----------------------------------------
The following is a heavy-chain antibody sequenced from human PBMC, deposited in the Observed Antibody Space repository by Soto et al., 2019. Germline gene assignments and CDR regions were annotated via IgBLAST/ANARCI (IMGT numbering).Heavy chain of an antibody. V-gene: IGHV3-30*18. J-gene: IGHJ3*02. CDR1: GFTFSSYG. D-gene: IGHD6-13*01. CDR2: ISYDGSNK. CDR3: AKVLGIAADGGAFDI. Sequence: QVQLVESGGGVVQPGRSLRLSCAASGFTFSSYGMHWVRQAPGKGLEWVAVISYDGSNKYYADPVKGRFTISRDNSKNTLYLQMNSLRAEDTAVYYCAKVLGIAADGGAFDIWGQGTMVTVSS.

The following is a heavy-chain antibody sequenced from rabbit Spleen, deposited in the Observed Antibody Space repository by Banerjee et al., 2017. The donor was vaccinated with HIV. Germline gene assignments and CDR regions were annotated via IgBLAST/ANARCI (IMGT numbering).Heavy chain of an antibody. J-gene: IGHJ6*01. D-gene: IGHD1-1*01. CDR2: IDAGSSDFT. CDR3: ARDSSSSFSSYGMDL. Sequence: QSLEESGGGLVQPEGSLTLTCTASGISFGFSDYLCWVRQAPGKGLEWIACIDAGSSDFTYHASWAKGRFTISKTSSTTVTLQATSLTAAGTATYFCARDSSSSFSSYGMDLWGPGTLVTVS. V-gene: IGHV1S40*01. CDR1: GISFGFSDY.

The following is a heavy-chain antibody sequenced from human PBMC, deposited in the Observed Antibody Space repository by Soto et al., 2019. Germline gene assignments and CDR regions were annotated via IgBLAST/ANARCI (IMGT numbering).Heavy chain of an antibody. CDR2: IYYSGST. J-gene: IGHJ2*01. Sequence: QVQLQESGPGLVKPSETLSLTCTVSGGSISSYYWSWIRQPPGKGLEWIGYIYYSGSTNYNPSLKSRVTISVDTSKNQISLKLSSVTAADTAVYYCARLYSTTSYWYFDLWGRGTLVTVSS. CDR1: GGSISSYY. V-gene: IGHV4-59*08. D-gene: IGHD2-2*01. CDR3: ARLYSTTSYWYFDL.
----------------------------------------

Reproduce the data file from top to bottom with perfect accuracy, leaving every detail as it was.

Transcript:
The following is a heavy-chain antibody sequenced from human PBMC, deposited in the Observed Antibody Space repository by Soto et al., 2019. Germline gene assignments and CDR regions were annotated via IgBLAST/ANARCI (IMGT numbering).Heavy chain of an antibody. V-gene: IGHV3-30*18. J-gene: IGHJ3*02. CDR1: GFTFSSYG. D-gene: IGHD6-13*01. CDR2: ISYDGSNK. CDR3: AKVLGIAADGGAFDI. Sequence: QVQLVESGGGVVQPGRSLRLSCAASGFTFSSYGMHWVRQAPGKGLEWVAVISYDGSNKYYADPVKGRFTISRDNSKNTLYLQMNSLRAEDTAVYYCAKVLGIAADGGAFDIWGQGTMVTVSS.

The following is a heavy-chain antibody sequenced from rabbit Spleen, deposited in the Observed Antibody Space repository by Banerjee et al., 2017. The donor was vaccinated with HIV. Germline gene assignments and CDR regions were annotated via IgBLAST/ANARCI (IMGT numbering).Heavy chain of an antibody. J-gene: IGHJ6*01. D-gene: IGHD1-1*01. CDR2: IDAGSSDFT. CDR3: ARDSSSSFSSYGMDL. Sequence: QSLEESGGGLVQPEGSLTLTCTASGISFGFSDYLCWVRQAPGKGLEWIACIDAGSSDFTYHASWAKGRFTISKTSSTTVTLQATSLTAAGTATYFCARDSSSSFSSYGMDLWGPGTLVTVS. V-gene: IGHV1S40*01. CDR1: GISFGFSDY.

The following is a heavy-chain antibody sequenced from human PBMC, deposited in the Observed Antibody Space repository by Soto et al., 2019. Germline gene assignments and CDR regions were annotated via IgBLAST/ANARCI (IMGT numbering).Heavy chain of an antibody. CDR2: IYYSGST. J-gene: IGHJ2*01. Sequence: QVQLQESGPGLVKPSETLSLTCTVSGGSISSYYWSWIRQPPGKGLEWIGYIYYSGSTNYNPSLKSRVTISVDTSKNQISLKLSSVTAADTAVYYCARLYSTTSYWYFDLWGRGTLVTVSS. CDR1: GGSISSYY. V-gene: IGHV4-59*08. D-gene: IGHD2-2*01. CDR3: ARLYSTTSYWYFDL.